A wealth of knowledge has been generated by researchers that come to Upham Woods, both in natural sciences and human sciences. Over the last several decades, researchers have published almost 50 scientific journal articles that have cumulatively been cited over 6,600 times. Much of the past research done at Upham Woods used remote sensing technology to answer questions about forest ecosystems, ranging from the chemical makeup of roots and leaves to nutrient cycling in the forest canopy.

Why Conduct Research at Upham Woods?

Upham Woods is an outdoor learning center operated by the University of Wisconsin – Madison Division of Extension under the Natural Resources Institute. Located 2 miles north of the Wisconsin Dells on the Wisconsin River, the center rests on 320 acres of forested land including a 210-acre state natural area (#77) called “Blackhawk Island.” Home to both southern and northern plant communities, Blackhawk Island hosts multiple microcosm transitions of forest community types dominated by 1) red oak, white pine, and white oak 2) red and white pine with some red oaks 3) red oak, white oak, sugar maple, and basswood 4) hemlock with some yellow birch and white cedar 5) white oak, white pine, and red maple 6) river birch, cottonwood and red maple. Big tooth aspen is dominant in two small areas which were once logged and plowed for field crops. On the north shore property, Skunk Cabbage Gulch, Rockfall Gorge, and Spring Gulch contain some of the most interesting vegetation, including ⅓ of the state’s known fern taxa. The campus includes over 4.5 miles of shoreline along the Wisconsin River with access to a diversity of stream ecologies (Wisconsin River “broads,” “narrows,” impoundments, and sloughs). The campus includes over 7 mile of trails, 0.5 miles of which is paved. Upham Woods provides an ideal setting as a long-term ecological research site to conduct large-scale, ecosystem-wide projects in stream ecology, forestry, soil science, botany and limnology.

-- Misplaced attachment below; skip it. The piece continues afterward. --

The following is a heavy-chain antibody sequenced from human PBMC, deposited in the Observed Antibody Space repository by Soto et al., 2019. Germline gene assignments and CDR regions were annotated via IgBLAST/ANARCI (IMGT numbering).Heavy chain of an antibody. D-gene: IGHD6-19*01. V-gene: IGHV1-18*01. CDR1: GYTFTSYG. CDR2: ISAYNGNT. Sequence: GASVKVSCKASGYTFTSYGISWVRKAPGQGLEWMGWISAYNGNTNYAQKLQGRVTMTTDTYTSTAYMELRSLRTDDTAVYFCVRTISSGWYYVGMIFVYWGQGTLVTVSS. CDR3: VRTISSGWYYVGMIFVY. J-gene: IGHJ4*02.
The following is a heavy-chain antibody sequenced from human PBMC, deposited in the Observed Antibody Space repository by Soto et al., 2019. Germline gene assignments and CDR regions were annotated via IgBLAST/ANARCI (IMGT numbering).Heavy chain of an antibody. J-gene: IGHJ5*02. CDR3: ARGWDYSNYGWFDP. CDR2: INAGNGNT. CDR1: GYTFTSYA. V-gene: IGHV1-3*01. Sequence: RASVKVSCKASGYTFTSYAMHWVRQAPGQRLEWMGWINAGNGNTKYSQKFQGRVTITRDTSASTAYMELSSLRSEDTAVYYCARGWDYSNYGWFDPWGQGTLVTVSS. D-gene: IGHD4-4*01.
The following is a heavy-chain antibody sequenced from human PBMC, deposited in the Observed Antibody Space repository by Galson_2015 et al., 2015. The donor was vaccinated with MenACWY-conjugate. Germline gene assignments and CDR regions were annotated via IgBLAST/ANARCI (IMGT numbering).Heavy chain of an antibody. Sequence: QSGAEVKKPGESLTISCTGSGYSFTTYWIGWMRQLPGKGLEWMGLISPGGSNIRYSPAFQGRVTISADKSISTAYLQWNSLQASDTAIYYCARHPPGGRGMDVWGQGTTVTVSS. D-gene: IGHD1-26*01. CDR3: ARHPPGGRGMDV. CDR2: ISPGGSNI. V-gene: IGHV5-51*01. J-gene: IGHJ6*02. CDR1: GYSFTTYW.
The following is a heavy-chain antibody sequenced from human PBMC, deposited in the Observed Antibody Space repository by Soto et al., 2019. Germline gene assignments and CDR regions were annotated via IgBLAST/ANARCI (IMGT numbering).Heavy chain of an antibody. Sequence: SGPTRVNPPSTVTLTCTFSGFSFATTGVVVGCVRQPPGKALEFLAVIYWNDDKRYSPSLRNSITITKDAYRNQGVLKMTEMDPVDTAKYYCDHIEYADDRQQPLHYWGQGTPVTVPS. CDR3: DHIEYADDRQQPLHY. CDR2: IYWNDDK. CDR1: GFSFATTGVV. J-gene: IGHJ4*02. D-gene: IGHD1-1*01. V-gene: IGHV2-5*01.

Current Research

Soil Aggregate Study

Gwendolyn Pipes

PhD Candidate

Department of Soil Sciences

Surveillance for Ticks and Vector Bourne Diseases

Dr. Xia Lee

Vector Biologist

Midwest Center for Excellence: Vector Borne Disease

Explore Research Opportunities

Unique Features- Flora and Fauna

Differences in forest types on the Island can be observed when following the Overland or Narrows Trail to the north and northeast side of the Island, where the habitat changes from Dry-Mesic forest to Hemlock Moist Forest. Several distinct ecosystems are found on site, including:

Prairies: on sandbars and old river channel banks and on small prairie patches on the rim of the sandstone bluffs overlooking the river. Most of the species here have western affinities;

Southern Dry-Mesic Forest: upland forest community with loamy soils dominated by Red Oak, White Oak, Basswood, Sugar Maples and Red Maples. Characterized by a diverse understory including ferns and spring ephemerals; 

Northern Dry- Mesic Forest: white, red, and jack pines, growing on about three sides of the island with occasional mixing of Red Oak, Red Maple, Sugar Maple, Paper Birch, and Aspens. Shrubby understory with sandy or loam soils;